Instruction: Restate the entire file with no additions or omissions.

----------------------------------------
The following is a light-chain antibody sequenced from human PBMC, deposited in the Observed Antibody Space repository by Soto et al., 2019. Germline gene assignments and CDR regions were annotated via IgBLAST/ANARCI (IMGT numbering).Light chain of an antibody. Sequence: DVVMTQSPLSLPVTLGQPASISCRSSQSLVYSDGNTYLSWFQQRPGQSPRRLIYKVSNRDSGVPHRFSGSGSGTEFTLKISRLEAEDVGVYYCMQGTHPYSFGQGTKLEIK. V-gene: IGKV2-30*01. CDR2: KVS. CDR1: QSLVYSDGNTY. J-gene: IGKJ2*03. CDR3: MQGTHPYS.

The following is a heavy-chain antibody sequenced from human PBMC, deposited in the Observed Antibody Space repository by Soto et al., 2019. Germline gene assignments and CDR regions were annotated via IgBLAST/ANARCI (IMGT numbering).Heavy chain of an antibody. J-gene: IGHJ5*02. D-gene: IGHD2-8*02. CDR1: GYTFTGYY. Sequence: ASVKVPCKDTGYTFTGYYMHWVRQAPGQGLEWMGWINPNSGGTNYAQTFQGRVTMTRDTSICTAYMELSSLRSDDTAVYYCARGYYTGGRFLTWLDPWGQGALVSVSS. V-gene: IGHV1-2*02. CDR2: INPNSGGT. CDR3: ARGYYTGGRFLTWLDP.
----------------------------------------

The following is a light-chain antibody sequenced from human PBMC, deposited in the Observed Antibody Space repository by Soto et al., 2019. Germline gene assignments and CDR regions were annotated via IgBLAST/ANARCI (IMGT numbering).Light chain of an antibody. Sequence: DVVMTQSPLSLPVTLGQPASISCRSSQSLVYSDGNTYLSWFQQRPGQSPRRLIYKVSNRDSGVPHRFSGSGSGTEFTLKISRLEAEDVGVYYCMQGTHPYSFGQGTKLEIK. V-gene: IGKV2-30*01. CDR2: KVS. CDR1: QSLVYSDGNTY. J-gene: IGKJ2*03. CDR3: MQGTHPYS.

The following is a heavy-chain antibody sequenced from human PBMC, deposited in the Observed Antibody Space repository by Soto et al., 2019. Germline gene assignments and CDR regions were annotated via IgBLAST/ANARCI (IMGT numbering).Heavy chain of an antibody. J-gene: IGHJ5*02. D-gene: IGHD2-8*02. CDR1: GYTFTGYY. Sequence: ASVKVPCKDTGYTFTGYYMHWVRQAPGQGLEWMGWINPNSGGTNYAQTFQGRVTMTRDTSICTAYMELSSLRSDDTAVYYCARGYYTGGRFLTWLDPWGQGALVSVSS. V-gene: IGHV1-2*02. CDR2: INPNSGGT. CDR3: ARGYYTGGRFLTWLDP.